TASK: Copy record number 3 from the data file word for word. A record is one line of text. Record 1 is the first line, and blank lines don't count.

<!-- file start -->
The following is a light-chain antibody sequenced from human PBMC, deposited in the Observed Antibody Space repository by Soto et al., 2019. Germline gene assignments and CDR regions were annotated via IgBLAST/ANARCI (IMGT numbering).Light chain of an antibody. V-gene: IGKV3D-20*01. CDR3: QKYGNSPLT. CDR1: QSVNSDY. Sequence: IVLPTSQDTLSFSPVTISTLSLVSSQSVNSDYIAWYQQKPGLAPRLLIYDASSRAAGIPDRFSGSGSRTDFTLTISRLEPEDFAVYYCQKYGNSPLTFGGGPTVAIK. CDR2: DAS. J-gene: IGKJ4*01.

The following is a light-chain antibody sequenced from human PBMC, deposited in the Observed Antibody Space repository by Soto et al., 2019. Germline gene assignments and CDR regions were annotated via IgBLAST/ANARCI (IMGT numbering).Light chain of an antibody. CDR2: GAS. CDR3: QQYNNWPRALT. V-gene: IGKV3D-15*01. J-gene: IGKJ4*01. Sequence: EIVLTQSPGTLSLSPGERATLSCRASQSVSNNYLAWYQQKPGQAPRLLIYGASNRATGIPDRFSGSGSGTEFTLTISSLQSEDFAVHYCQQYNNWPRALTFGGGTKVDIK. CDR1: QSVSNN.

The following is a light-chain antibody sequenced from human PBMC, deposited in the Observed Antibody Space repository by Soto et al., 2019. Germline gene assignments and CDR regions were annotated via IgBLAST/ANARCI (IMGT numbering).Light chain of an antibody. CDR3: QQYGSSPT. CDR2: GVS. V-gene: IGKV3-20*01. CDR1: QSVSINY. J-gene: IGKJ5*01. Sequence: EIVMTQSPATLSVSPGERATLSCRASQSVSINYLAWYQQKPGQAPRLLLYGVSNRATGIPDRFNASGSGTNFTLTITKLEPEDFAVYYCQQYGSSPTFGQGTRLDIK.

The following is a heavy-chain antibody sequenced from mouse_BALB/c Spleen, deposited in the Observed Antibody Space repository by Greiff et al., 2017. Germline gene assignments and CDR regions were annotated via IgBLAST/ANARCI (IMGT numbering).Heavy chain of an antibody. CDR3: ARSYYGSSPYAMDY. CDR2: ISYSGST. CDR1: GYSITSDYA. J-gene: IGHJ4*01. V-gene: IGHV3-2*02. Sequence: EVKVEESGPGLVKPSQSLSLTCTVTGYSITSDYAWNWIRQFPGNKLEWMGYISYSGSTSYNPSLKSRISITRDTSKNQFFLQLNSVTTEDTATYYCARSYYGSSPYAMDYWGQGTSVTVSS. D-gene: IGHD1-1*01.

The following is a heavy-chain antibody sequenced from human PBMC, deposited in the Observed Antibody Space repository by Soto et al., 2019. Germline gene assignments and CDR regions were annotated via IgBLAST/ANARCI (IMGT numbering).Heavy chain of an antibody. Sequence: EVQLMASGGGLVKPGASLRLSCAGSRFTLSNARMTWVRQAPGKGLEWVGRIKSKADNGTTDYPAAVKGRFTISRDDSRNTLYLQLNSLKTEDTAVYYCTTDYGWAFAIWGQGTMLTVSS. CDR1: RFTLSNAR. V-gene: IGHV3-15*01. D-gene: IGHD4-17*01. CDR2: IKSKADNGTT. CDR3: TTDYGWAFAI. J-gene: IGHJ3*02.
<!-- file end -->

The following is a light-chain antibody sequenced from human PBMC, deposited in the Observed Antibody Space repository by Soto et al., 2019. Germline gene assignments and CDR regions were annotated via IgBLAST/ANARCI (IMGT numbering).Light chain of an antibody. CDR3: QQYGSSPT. CDR2: GVS. V-gene: IGKV3-20*01. CDR1: QSVSINY. J-gene: IGKJ5*01. Sequence: EIVMTQSPATLSVSPGERATLSCRASQSVSINYLAWYQQKPGQAPRLLLYGVSNRATGIPDRFNASGSGTNFTLTITKLEPEDFAVYYCQQYGSSPTFGQGTRLDIK.